Violence and lethal force at unauthorized police and military roadblocks and checkpoints continued, despite numerous announcements by the police inspector general that independent police roadblocks would be eliminated and offenders punished. According to AI’s 2009 report, police often stopped commercial drivers and asked them to pay bribes, the amount of which depended on the weight of the vehicle. Police shot drivers when they refused to pay, when a disagreement occurred over the price, or when it remained unclear whether they had paid. These police practices continued during the year.
On August 14, police in Anambra State reportedly shot five persons at a roadblock after they would not pay a bribe of 20 naira ($0.13). One of the passengers reportedly died at the scene, while the other four were rushed to a hospital, where they were pronounced dead. Eyewitnesses stated that the driver claimed to already have paid 20 naira but could not produce a receipt that the policeman demanded. When the driver attempted to leave, the police opened fire. A police representative confirmed that one person was killed and three were rushed to the hospital. There were no developments in the case by year’s end.
For example, on October 16, police reportedly shot and killed Victor Emmanuel in Bayesla State after he criticized the police for extorting money from passing motorists on the road from his church. On October 28, police officials announced that the accused officers received an “orderly room trial” that could lead to dismissal or prosecution; however, the case remained pending at year’s end.
Police sometimes shot bystanders by mistake. For example, on September 10, four federal police officers guarding a funeral procession in Akoko, Delta State, opened fire on mourners after drinking heavily, killing at least three persons. A police spokesman confirmed the incident but offered no explanation for the actions of the officers. The police force dismissed the four officers, and at year’s end the four officers remained in custody awaiting the filing of criminal charges.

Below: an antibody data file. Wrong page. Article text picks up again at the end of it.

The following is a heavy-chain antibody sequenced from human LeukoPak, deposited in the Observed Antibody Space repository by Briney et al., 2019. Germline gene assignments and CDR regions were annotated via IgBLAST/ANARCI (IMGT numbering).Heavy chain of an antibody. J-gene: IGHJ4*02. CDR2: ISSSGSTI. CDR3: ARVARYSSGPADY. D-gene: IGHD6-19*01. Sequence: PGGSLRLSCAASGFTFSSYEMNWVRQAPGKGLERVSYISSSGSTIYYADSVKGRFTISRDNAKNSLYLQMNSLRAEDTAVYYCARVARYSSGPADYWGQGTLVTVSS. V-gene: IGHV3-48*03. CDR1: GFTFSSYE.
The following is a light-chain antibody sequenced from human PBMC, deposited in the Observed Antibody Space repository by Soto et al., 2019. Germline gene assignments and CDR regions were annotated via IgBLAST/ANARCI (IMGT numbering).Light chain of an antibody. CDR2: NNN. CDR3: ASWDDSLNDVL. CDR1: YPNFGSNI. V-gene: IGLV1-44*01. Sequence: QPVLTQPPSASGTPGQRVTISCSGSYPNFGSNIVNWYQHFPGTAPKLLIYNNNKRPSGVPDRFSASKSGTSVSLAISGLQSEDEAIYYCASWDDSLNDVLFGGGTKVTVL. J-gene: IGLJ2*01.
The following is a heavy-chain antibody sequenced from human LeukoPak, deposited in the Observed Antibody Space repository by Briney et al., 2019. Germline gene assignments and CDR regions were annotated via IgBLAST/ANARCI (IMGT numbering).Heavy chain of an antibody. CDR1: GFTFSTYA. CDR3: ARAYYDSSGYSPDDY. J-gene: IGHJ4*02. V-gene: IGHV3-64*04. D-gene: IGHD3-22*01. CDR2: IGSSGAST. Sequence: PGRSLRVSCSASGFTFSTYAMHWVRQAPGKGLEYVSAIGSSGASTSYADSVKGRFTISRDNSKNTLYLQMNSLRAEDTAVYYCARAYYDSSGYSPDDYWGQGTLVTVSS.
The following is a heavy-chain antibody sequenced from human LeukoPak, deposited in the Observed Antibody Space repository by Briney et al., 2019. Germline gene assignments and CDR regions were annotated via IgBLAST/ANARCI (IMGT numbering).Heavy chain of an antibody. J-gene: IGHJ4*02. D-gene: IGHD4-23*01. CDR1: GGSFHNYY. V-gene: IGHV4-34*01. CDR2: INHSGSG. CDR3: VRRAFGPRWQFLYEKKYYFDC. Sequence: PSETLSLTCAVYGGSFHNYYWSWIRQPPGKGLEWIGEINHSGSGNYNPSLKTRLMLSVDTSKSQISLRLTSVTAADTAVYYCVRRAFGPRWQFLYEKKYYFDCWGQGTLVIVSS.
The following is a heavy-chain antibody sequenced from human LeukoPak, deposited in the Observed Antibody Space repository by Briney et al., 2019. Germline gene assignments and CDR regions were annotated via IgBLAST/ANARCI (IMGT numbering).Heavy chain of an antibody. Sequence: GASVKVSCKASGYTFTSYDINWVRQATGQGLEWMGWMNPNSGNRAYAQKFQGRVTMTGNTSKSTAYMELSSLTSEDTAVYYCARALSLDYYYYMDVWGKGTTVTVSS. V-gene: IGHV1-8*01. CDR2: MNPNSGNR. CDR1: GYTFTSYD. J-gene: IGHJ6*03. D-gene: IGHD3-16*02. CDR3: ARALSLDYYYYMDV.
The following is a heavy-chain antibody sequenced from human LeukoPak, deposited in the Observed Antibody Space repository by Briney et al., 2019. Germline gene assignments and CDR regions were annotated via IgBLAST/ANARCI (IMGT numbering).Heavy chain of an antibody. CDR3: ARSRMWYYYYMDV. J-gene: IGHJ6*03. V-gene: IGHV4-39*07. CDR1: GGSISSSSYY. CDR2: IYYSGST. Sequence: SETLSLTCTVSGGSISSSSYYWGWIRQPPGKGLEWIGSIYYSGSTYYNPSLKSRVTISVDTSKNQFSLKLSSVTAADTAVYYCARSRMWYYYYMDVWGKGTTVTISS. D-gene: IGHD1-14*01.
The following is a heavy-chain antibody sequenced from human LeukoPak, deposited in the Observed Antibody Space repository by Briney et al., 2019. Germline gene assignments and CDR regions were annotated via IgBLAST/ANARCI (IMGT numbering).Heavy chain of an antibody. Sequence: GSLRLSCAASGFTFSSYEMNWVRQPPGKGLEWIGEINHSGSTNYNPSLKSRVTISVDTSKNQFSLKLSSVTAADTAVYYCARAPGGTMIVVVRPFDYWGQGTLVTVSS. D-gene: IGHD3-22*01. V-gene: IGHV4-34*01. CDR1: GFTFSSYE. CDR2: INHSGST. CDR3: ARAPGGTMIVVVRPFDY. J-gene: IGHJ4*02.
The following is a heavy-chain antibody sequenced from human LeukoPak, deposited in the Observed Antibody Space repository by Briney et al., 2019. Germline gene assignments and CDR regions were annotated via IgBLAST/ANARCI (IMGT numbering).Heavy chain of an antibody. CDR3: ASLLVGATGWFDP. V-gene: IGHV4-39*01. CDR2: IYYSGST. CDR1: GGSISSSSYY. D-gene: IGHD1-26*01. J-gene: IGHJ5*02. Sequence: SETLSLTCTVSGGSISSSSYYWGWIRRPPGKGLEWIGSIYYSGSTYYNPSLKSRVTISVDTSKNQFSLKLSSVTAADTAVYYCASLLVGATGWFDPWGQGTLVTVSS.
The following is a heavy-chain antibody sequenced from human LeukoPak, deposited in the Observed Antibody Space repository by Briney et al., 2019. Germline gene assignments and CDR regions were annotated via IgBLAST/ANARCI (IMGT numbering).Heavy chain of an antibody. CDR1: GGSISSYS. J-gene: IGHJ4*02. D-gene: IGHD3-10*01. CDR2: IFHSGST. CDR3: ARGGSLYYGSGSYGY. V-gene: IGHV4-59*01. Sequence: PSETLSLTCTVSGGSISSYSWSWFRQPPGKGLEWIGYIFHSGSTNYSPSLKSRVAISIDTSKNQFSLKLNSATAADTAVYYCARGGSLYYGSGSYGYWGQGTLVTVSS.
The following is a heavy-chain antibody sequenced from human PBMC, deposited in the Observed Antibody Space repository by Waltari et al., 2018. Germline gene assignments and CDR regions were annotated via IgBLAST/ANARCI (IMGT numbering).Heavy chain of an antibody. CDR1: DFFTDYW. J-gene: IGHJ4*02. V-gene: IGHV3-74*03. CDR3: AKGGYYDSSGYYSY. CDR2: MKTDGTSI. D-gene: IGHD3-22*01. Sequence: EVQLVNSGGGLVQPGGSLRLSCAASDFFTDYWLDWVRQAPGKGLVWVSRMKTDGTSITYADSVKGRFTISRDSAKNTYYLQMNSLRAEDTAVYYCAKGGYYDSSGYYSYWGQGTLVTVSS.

Police and military personnel used excessive and sometimes deadly force to quell civil unrest and interethnic violence, and to deal with property vandalism. For example, on June 12, antiriot police reportedly shot protesters in Ogoni, Rivers State. After villagers gathered to protest excessive use of force by police during an earlier protest over the construction of a military base in a nearby village, police attempted to arrest the protesters. Police reportedly opened fire, killing three persons. The Rivers State government reportedly investigated, but there were no developments in the case by year’s end.
On October 20, police shot and killed a girl and injured her two sisters while they were working in the fields of their family’s farm in Ekiti State. Local residents angered by the shooting protested outside the police station. When they would not disperse, police opened fire, injuring at least six individuals. On October 24, Ekiti State Governor Kayode Fayemi criticized the killing and called for an immediate investigation. An investigation remained pending at year’s end.
Boko Haram increased its attacks on police and security forces, banks, bars and restaurants, religious sites, and government buildings in the north and the FCT. Shootings and bombings in Maiduguri, Borno State, occurred on a weekly--and sometimes daily--basis throughout the year, and violence spread to neighboring Yobe, Bauchi, and Adamawa states by year’s end. Targeted attacks on key institutions and buildings in the capital of Abuja contributed to an increase in the overall level of violence (see section 1.g.).